In the series Mnemonic Alphabet, Sabur presents a minimalist visual abecedarian combining coloured-neon letters with images drawn from nature or human activity, displayed side by side on monochrome panels. Enigmatically illuminating each work, the neon words “karst,” “yangrong,” and “metéōron” are respectively associated with the image of a plaster sculpture with a rhomboid motif; the view of a karstic forest in Cockpit Country, in central Jamaica; and the photograph of an old device used to collect micrometeorites. Karst is a topographic formation resulting from the dissolution of sedimentary rocks such as limestone, dolomite, and gypsum. The Mandarin term yangrong (which translates to “dissolved rocks”) is used to describe karstic landscapes in China. The ancient Greek word metéōron means “high in the air.” The photographs therefore correspond only vaguely to the meaning of the statements made by the neon signs, creating poetic shifts and semiotic dissonances. One letter at a time, Sabur explores the limits of language by pointing out the incapacity of words and images to entirely contain what they aim to define. Like strata accumulated in a rocky protuberance, they hold a memory and a temporality, opening a door to changing and multiple interpretations. Mnemonic Alphabet offers a new planetary language that articulates alternative geographies.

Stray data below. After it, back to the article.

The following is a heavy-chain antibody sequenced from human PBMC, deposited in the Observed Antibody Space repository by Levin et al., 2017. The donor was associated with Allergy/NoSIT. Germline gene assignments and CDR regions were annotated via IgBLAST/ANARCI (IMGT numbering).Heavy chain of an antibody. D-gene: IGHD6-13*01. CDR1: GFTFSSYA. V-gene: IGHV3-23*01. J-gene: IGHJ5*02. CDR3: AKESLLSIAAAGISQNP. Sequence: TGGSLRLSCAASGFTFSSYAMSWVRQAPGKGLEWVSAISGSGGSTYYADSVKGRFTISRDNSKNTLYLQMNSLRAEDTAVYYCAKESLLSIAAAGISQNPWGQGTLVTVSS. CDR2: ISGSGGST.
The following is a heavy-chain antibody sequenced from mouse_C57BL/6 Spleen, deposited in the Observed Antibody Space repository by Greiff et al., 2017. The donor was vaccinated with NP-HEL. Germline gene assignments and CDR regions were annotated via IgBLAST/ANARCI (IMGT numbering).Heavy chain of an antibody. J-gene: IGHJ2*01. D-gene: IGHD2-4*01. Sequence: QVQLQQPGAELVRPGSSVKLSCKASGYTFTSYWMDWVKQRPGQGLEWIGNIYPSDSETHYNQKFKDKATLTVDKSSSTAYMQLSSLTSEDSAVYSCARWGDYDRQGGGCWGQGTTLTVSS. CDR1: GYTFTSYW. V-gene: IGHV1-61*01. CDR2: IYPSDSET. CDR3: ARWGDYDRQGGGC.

Jamilah Sabur (born in Saint Andrew Parish, Jamaica; lives in Miami, United States) draws on geology, geography, memory, and language in her exploration of the temporary nature of the world, attending to bodies (geological, human, oceanic, and others) as points of contact between past, present, and future. Her works, which combine performance, photography, installation, and video, are imbued with colonial history, migration issues, and human relationships with the environment. With roots in the idea of being, Sabur’s work probes what has disappeared from our sight in order to unearth buried stories.